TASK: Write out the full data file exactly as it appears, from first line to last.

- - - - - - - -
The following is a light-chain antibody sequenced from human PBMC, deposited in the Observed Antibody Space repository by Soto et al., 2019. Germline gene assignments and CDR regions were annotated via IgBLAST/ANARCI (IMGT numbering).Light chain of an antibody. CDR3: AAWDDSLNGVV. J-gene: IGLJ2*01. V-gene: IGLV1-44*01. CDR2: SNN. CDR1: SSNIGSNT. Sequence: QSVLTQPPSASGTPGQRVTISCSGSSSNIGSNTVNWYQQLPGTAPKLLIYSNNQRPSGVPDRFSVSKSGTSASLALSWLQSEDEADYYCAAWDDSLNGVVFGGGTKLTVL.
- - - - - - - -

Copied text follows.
The following is a light-chain antibody sequenced from human PBMC, deposited in the Observed Antibody Space repository by Soto et al., 2019. Germline gene assignments and CDR regions were annotated via IgBLAST/ANARCI (IMGT numbering).Light chain of an antibody. CDR3: AAWDDSLNGVV. J-gene: IGLJ2*01. V-gene: IGLV1-44*01. CDR2: SNN. CDR1: SSNIGSNT. Sequence: QSVLTQPPSASGTPGQRVTISCSGSSSNIGSNTVNWYQQLPGTAPKLLIYSNNQRPSGVPDRFSVSKSGTSASLALSWLQSEDEADYYCAAWDDSLNGVVFGGGTKLTVL.